Nearly half of Americans do not trust TV news political coverage
The trust to distrust quotient of Americans regarding TV news isn’t particularly good for newsrooms across the country at the moment, according to a new online Harris Poll from Harris Interactive.
According to the poll, 46 percent of respondents said they didn’t trust TV news, while 36 percent said they do trust TV news. TV stations fared somewhat better in terms of public trust than the press in general, which 54 percent of Americans say they tend not to trust, the poll found.
Compared to the Internet, Americans have less trust in TV news. Forty-one percent said they trust Internet news and information sites, while 34 percent do not, according to Harris Interactive.
The number of Americans who trust radio news was 44 percent, and 32 percent tend not to trust radio, it found.
Harris Interactive also broke down its findings in terms of the political affiliation of respondents. Here, television did particularly poorly among Republicans. The poll found that while 50 percent of Democrats say they tend to trust TV news, only 31 percent of Republicans did so. In terms of the press in general, 43 percent of Democrats trust the news media, while a mere 19 percent of Republicans said they trusted the press.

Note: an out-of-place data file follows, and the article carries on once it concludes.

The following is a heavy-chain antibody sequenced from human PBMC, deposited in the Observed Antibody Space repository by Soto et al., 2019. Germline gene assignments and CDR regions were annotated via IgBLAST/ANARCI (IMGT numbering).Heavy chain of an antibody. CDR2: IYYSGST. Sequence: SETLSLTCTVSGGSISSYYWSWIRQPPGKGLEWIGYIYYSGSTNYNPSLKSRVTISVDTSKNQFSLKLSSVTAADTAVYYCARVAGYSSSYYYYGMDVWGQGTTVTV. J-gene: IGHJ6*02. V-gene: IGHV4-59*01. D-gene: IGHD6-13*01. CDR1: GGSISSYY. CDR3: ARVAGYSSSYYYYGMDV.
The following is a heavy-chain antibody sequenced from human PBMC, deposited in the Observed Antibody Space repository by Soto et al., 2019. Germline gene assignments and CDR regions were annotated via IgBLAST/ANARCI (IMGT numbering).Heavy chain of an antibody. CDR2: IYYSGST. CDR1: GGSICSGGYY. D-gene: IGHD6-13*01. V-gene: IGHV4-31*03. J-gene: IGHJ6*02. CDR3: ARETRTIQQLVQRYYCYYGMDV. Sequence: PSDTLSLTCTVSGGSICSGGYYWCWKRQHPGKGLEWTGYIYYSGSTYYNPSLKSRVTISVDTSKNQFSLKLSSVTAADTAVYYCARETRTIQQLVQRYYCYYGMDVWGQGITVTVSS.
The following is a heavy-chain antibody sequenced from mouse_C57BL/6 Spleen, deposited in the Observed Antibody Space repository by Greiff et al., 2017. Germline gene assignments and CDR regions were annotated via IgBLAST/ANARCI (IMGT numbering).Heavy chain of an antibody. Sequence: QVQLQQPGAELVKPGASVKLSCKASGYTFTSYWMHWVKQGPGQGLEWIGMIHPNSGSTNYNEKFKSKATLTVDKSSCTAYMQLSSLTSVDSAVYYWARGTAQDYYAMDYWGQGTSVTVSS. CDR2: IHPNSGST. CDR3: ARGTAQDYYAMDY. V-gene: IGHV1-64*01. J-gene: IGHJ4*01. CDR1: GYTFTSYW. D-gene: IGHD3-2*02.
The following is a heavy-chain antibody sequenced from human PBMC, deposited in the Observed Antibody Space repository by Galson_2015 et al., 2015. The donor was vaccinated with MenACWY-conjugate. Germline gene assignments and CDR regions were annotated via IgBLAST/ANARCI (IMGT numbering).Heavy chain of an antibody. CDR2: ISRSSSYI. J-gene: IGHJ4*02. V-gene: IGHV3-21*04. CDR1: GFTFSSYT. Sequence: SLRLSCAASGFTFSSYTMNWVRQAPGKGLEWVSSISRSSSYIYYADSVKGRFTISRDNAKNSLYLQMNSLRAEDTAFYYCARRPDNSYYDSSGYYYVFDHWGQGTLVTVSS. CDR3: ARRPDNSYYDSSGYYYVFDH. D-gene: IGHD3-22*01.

The poll offered a silver lining for those involved in TV news. It found that in this election year when Americans seek political news, 70 percent tune into local news all the time or occasionally. Local news was followed by cable news channels, such as CNN, FOX News and MSNBC. Sixty-five percent also said they read their local newspaper for political coverage all or some of the time, and 64 percent tune into network TV news.
The new media efforts of the established broadcast and print media don’t appear to be gaining much traction among Americans when it comes to political news. Thirty-two said they never visit national newspaper Web sites for political news; 30 percent never go to cable news Web sites for political coverage. Twenty-eight percent visit national newspapers, like “The New York Times” or “USA Today,” for political news all or some of the time, while the same number visit the Web sites of national news magazines for such coverage, according to the poll.
Age plays a factor as well. Eighty-three percent of those aged 63 and older are more likely to turn to local news all or some of the time, while 74 percent of 44- to 62-year-olds tune to cable news. Seventy-four percent of the same Baby Boomer demographic read local newspapers, while 73 percent watch network TV news, the poll said.
Baby Boomers are also most likely to visit national newspaper Web sites and those of cable TV networks, Harris found.
The poll was conducted Jan. 15-22. Harris Interactive surveyed 2302 U.S. adults online.